State of the Tropics: What We Have Seen and Where We Could Be Headed

Lead Forecaster Daniel Crawley

Tropical Weather is something that we have not had to worry about lately across the majority of the US coastal regions. After getting three named systems in the first five weeks of the 2022 Atlantic Hurricane Season, we have gone another six weeks with no additional systems in the basin.

Looking at the Water Vapor image from early Tuesday morning, the Atlantic Basin remains quiet on August 16th. A weak system related to a decayed cold front tried its best to develop into a tropical depression in the Western Gulf of Mexico this past weekend. Fortunately it ran out of time moving into Deep South Texas before being classified. Meanwhile if you look at the MDR (Main Development Region) there are some large areas of dry mid/upper level air and that is a good deterrent to tropical cyclone development.

The inactive tropical activity is not just limited to the Atlantic Basin. The entire Northern Hemisphere is running low on ACE (Accumulated Cyclone Energy) for Mid-August. The Atlantic is running at less than 20 percent for the season and the Hemisphere is at roughly 62%.

Data Source: Colorado State University Atmospheric Sciences

With that said, Mid August is when the frequency of tropical genesis in the Atlantic Basin really begins to ramp up. September 10th is recognized as the peak of the season in the Atlantic Basin. So we are heading to what should be the most active time of the year.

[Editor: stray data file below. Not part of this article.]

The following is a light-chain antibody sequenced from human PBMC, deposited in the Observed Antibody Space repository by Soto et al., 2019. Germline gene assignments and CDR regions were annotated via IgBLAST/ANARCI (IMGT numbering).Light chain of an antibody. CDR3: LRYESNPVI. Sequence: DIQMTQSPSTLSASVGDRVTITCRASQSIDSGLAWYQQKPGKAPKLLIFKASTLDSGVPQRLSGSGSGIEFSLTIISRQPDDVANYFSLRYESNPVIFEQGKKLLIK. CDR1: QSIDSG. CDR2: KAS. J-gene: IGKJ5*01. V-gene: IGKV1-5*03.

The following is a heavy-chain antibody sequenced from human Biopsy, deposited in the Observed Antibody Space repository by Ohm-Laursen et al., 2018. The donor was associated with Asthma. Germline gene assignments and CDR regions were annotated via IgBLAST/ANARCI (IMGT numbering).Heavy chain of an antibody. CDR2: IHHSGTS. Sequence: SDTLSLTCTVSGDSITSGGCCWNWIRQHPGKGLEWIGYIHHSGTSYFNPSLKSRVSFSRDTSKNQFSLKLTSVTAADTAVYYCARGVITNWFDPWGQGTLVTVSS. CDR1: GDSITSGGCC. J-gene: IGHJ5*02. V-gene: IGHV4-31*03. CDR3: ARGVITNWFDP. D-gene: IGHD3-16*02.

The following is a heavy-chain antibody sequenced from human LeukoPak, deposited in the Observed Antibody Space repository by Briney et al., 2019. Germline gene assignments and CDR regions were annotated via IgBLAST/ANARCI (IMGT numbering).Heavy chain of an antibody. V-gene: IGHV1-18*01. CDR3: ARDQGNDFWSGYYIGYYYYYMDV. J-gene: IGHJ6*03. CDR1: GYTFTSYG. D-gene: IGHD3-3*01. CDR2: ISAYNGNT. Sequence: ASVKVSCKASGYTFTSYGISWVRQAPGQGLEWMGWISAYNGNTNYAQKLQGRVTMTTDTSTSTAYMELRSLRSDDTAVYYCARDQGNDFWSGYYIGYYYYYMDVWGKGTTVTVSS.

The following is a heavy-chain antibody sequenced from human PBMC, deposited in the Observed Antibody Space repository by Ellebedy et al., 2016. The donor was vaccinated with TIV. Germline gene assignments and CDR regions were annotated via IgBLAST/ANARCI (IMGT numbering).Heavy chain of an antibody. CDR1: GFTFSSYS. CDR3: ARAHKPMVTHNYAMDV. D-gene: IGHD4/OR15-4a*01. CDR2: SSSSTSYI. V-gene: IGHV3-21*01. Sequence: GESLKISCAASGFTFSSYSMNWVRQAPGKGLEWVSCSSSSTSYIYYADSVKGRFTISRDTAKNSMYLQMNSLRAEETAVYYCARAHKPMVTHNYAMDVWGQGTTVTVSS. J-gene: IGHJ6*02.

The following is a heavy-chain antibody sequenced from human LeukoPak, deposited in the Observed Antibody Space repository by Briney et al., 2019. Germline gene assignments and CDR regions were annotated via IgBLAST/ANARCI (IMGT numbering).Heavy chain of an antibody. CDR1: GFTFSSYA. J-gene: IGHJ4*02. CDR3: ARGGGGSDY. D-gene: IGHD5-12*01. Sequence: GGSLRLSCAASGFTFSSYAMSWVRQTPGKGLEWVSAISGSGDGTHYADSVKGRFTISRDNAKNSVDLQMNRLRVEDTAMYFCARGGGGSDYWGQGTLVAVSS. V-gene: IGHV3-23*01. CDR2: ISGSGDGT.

Looking at some of the global teleconnections and climate indices, we are currently sitting in a neutral phase so-to-speak. The MJO (Madden-Julian Oscillation) was updated on Monday and it shows the MJO currently in the null phase. However over the next two weeks the MJO may work into a more supportive phase for tropical activity. The confidence on this is not very high due to the fact that all summer long the MJO projections have been too aggressive compared to verification.

Weekly MJO Update

Another factor that can impact development in the MDR is the amount of Saharan Dust existent in the Atlantic Basin. Compared to earlier in the summer the Saharan Dust is not as prevalent across the tropics…here’s a look at the projections for dust over the next 10 days…

Global computer models and ensembles have been void of guidance of obvious tropical development in recent weeks but the long range is finally showing hints of life specifically in the Main Development Region as we head toward the end of the month.

By the middle of next week there are indications of a potent tropical wave that could emerge off Africa. With a broad Atlantic Ridge in place, this would lead to something gradually getting its act together.

Euro ENS Day 8 Low Positions

Once we get to Day 12, which would be next Sunday (August 28th), ensembles have various low positions out in the middle of the Atlantic Basin with a lead disturbance possibly trying to develop somewhere in the Caribbean to north of Hispanola.

Euro ENS Day 12 Low Positions

So, don’t be surprised if the tropics finally wakes up from its extended slumber. Given how frontal boundaries have been dropping into the Southeast US, we can’t rule out another attempt at homegrown development as well in the Gulf or off the East Coast.

One final map to look at is the 15-Day precipitation anomaly for the entire Atlantic Basin. While there are no obvious precip tracks across the region, there is a general abundance of moisture in the Caribbean over the next two weeks…we shall see!

Euro ENS 15-Day Precipitation Anomaly

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